Getting over the control issues is one of the bigger steps once you realize that Street Fighter IV is a fantastic game that just can't be done justice on a default D-pad. Once you do that, you're in for a treat: there are a ton of of great options and a lot of depth in the training and challenge modes, and all of that is useful when you start playing other people. Not only will you learn how to improve your fighting smoothly, but you'll start to learn how to use your two meters - the Super meter to dish out EX-ified special attacks and Super combos, and the Revenge meter to unleash an Ultra Combo with and turn the tide of a losing round. Then there are the focus attacks, which are unleashed by holding the medium punch and kick buttons at the same time. At first this just seems like a cool attack that you can use to push right through an enemy's attack and take less damage while you dish out more, but later on you will start stringing it together with moves or make even other moves less risky to use. It all comes naturally if you're willing to put in the time.

The visuals in Street Fighter IV involve a style that is hugely unique and a treat to see in motion. With exaggerated motions and a fantastic cartoon-like (but not cel-shaded) look, Capcom has brought in an anime style without making you feel like you have to watch a few days' worth of horrible fansubs just to fit in. Attention to detail abounds here, too, in that you can set up Japanese or English voices for the whole game or even each character separately - this should keep the fanboys happy. And on top of this, everything runs at a silky-smooth 60 frames per second, even with plenty of background objects falling apart when fighters mix it up.

Going online with SFIV is also a joy, as it's easy to get into a quick game and the netcode is about as smooth as you'll find in any online-enabled fighting game. It's the same system used in SSF2T HD Remix, but it feels even better here. The ability to build up "battle points" and gain medals for each fight - which eventually build into achievements - is a smarter way of handling achievements online than most I've seen. Either way, I fully expect this game to have a strong online following for at least a couple of years.

There are still a few issues I've found with the way Capcom has set up their big bad fighting game. First, it tries to impose some kind of story, told through actual anime videos - both at the beginning and at the end of the game - for each character. They're horrible, though, and are so short that there's little point in even trying to decipher what's going on in the big picture. What's more frustrating, though, is that half of the characters start off unavailable and must be unlocked by beating Arcade mode with specific other characters. I've no idea why Capcom purposely set it up this way, as it pulls players away from the game and onto the internet so that they can find out how to unlock all of the characters. They should have told players directly in-game what to do to unlock them, given them some kind of points with which to "buy" characters (so that any character can be used in order to unlock new stuff - the classic Marvel vs Capcom 2 did this), or at the very least, taken a page out of the Super Smash Bros. book and unlock stuff automatically as people either play online or in versus mode together.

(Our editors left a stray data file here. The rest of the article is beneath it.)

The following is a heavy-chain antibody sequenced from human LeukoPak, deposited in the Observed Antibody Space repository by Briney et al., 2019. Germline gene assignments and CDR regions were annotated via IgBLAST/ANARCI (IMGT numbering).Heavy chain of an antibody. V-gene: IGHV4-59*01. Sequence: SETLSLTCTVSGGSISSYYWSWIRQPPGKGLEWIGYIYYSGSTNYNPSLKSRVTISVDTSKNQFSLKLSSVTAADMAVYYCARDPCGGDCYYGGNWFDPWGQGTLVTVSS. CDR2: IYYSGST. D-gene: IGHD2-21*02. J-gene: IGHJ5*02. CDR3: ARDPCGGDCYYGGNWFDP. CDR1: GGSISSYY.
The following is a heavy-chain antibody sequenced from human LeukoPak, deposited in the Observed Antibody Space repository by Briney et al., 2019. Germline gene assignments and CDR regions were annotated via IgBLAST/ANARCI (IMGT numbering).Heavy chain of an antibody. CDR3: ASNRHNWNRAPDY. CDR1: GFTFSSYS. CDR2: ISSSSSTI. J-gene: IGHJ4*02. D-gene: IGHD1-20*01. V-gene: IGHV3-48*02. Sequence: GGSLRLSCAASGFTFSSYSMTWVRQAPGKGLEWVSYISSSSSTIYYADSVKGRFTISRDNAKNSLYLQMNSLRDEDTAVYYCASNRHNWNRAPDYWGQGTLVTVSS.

Then there are the alternate costumes that Capcom is charging money for via downloadable content, a feature that many 3D fighting games have been throwing in for free over the years. So far the only pack available has a new costume each for Zangief, E. Honda, Rufus, El Fuerte, and Abel for $4, which admittedly isn't much money, but it will start adding up once they release a full range of add-on packs. But my biggest complaint is that aside from a couple of anime-cutscene cameos, Capcom seems to be acting like Street Fighter III never even existed. None of its original characters have made it into the sequel. Sure, SFIII wasn't as big of a commercial success as Capcom wanted, but hey - that's what happens when you rely on arcades in the late 90s, and later the Dreamcast, as the major platforms for your game. Sure, some of the core fighting mechanics of Capcom's under-appreciated classic made it into IV, but none of the fighters ever did. It's possible we will see this as additional DLC later, but that will probably cost some cash as well.

Despite my complaints, Street Fighter IV is easily the best fighting game released in years. It's hugely accessible but includes the depth that serious gamers are searching for, and all of it is viable to bring online for some great action. The graphics are fantastic and the mix of old and new characters are admirable, and while the method of unlocking them - and the cost to buy them new costumes - can be aggravating, there's still so much to love here. That being said, the PS3 and 360 versions both run exceptionally well, so if you're trying to decide which system to buy the game on, get it for whichever console you have a better controller setup for. You'll need it, especially when you jump into the online play. Yes, Street Fighter is back, and hopefully this time it'll get the fanbase and support this series has always deserved.

Overall: 92%